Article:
3) Stummel: 

The entire base of the pipe is called the stummel, and it includes the bowl and the shank. 

4) Bowl:

The outer shell of the chamber, the part you hold in your hands. 

5) Shank:

The shank is the part that branches out of the bowl and connects directly into the stem. The shank and stem are the parts through which the smoke travels, making up the air passage known as the bore, before it reaches your lips at the bit. 

6) Chamber: 

Located inside the bowl, this is where you insert the screen and pack your cannabis into the pipe.

7) Carb:

Found on the side of the bowl about where your thumb lies, you’ll find a small hole called a carb. The carb is meant to be blocked by your thumb as you start your inhale so you can collect a controlled amount of smoke in the chamber. When you release the carb, the smoke will get rushed through the stem and into your mouth as you finish inhaling.

Essentially, the carb can help you manipulate how hard or soft the smoke (and your high) will hit you. The longer you hold down the carb and accumulate smoke, the more smoke you’ll inhale at once, and the stronger the effect of the plant.  The less you inhale, the weaker the effect. With practice, you’ll find a flow that works for you.

If properly located, the carb also helps to reduce any waste. By blocking the carb as you inhale, the air pulls downward through the bottom of the chamber and up the stem, burning all the weed through to the bottom of the chamber. 

Smaller, more portable pipes like One-Hitters might not need a carb because of how small the chambers are. As One-Hitters are only meant for (you guessed it!) one hit, there’s no need to keep the bowl lit over several puffs.

The Interior Components

1) Draught Hole: 

This is the hole located inside the chamber that connects through to the stem, creating the air passage (a.k.a. the bore).

It should be located at the very bottom of the pipe’s chamber to ensure you can smoke all the cannabis you packed. If the draught hole is located off to the side, any cannabis packed below that level risks getting wasted. 

2) Bore: 

The bore is the entire air passage, from draught hole to lip. The shank and the stem together make up the outer components of the bore.

This air passage should maintain the same circumference from the draught hole through to the bit. Only the exterior components might change for usability or style.

3) Mortise:

The stem connects directly to the stummel by way of tenon and mortise. The mortise is the inner dugout of the shank where the tenon is meant to fit into, and the way these 2 pieces fit together can make or break the quality of your dry smoke.

An alternative, though less effective, system for attaching a 2-piece pipe is to use a screw fitting and evaporator rather than a tenon and mortise. 

4) Tenon:

The tenon is the smaller piece that sticks out from the end of the stem and fits into the mortise, and it normally sticks out from the end of the stem at a 90-degree angle.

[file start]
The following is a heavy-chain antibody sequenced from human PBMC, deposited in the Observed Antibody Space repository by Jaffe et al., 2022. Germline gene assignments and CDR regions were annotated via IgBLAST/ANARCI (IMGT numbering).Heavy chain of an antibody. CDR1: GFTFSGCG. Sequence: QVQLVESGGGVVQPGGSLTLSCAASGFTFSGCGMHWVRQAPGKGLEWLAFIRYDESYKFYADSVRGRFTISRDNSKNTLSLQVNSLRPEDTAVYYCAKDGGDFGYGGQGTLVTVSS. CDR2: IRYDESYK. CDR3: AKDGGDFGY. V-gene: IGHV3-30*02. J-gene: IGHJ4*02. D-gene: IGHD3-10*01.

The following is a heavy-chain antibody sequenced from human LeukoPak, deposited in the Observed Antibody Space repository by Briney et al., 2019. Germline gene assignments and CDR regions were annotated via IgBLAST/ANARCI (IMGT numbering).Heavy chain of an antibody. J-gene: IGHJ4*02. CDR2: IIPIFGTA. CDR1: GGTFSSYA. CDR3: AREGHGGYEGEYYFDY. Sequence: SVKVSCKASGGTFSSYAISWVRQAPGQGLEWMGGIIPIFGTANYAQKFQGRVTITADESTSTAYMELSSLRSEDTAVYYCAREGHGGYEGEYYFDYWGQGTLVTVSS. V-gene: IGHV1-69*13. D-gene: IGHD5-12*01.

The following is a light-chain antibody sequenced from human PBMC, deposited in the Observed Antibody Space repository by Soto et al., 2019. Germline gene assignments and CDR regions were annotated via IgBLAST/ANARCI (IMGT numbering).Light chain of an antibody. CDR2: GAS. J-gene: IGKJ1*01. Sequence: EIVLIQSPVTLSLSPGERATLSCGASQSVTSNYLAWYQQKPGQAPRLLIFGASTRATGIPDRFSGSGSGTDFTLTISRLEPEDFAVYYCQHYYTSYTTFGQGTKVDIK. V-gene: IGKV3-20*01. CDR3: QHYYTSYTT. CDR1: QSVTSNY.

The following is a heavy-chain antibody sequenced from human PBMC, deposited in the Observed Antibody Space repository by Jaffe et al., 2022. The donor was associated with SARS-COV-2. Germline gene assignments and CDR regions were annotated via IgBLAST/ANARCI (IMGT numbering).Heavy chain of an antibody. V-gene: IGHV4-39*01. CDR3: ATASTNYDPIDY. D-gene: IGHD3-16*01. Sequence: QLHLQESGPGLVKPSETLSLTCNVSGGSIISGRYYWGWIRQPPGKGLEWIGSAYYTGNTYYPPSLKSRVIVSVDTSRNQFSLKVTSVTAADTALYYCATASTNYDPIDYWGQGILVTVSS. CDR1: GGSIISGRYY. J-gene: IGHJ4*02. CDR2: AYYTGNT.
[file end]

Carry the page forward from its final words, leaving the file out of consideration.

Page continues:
There’s also, however, another option called a Military or Army stem. This stem does not have a tenon, rather it’s tapered all the way down and gets inserted directly into the mortise. This feature exists to reduce any damage that could be caused to the pipe by pulling the tenon out of the mortise when the pipe is still hot.

Both the tenon and the Military stem should completely fill the mortise so that there’s no space in between them. If a gap exists, the smoke will expand in the air pocket causing the smoke to cool and the moisture to condense. If too much moisture builds up into this area, it will feel more like a straw when you draw from the pipe… yuck! As insurance for a dry smoke, pipe makers will often shave the corner edges from the tenon ever-so-slightly in hopes of trapping any condensed moisture.

There’s still some debate on whether bent-stem pipes lead to an increase in moisture build-up because of how the bore is constructed and how the tenon and mortise fit together. In a straight pipe, the bore connects directly from the draught hole to the bit which isn’t possible in a bent-stem pipe.

A popular solution to this is known as the “Peterson System”. Invented and patented by Charles Peterson in 1890, the Peterson System drills a much larger mortise into the shank. The bore then connects from the draught hole to about midway through this larger mortise, leaving space below this intersection to trap any condensed moisture. This apparently creates a dryer smoke because the airflow from the draught hole to the mouth remains uncontaminated.

Extra Components to Consider

1) Screen (Optional): 

The screen and the filter are largely considered optional, but here at Jade Is Bliss we wouldn’t go without them.

To better protect your lungs and mouth from debris, you’ll want to consider adding a screen to your pipe. The screen rests over the rim of the bowl and fits into the chamber. It acts as a protective layer that keeps the burnt remnants of cannabis from flying through the stem and into your mouth.